4 – Family ties and friendships – for many families, word of mouth, pupil friendships, siblings at a school and family ties are still an important part of the choosing process. Pupils have more of a say in the decision now and choose to go or stay with their friends. Nowadays, with the market split between first time buyers and second, third and more generation independent school buyers, family ties are less important compared to the past and word of mouth – including mumsnet – are important aspects of the decision making.

5 – Location: it seems for many location is an important aspect in choosing a school. For many, boarding is not financially suitable, and many do not want  their children to board, so finding the right school in a certain radius is important for them.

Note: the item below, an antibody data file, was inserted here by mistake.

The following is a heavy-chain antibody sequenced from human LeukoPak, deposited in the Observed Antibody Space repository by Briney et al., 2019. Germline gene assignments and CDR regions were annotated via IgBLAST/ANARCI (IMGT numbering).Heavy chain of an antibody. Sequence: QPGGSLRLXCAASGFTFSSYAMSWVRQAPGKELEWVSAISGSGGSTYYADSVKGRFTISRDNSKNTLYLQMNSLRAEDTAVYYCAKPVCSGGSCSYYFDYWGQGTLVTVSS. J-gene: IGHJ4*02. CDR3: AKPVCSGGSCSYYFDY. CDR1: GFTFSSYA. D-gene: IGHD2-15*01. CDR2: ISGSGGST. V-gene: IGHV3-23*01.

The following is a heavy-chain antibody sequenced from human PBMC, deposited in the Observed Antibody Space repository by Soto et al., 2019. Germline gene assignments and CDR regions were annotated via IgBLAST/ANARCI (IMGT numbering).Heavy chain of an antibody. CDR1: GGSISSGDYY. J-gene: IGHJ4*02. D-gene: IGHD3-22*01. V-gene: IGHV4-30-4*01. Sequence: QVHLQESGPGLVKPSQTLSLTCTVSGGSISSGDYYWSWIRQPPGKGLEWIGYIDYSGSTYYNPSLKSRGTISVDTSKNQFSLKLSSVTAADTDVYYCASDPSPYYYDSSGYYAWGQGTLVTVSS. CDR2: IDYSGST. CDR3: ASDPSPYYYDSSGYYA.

Other key areas include cost of fees, facilities, and extra curricular opportunities available.

Whatever is key to you when choosing a school, an independent education gives families a wide choice, and therefore ultimately a bespoke education for their child which is priceless. Long may it continue!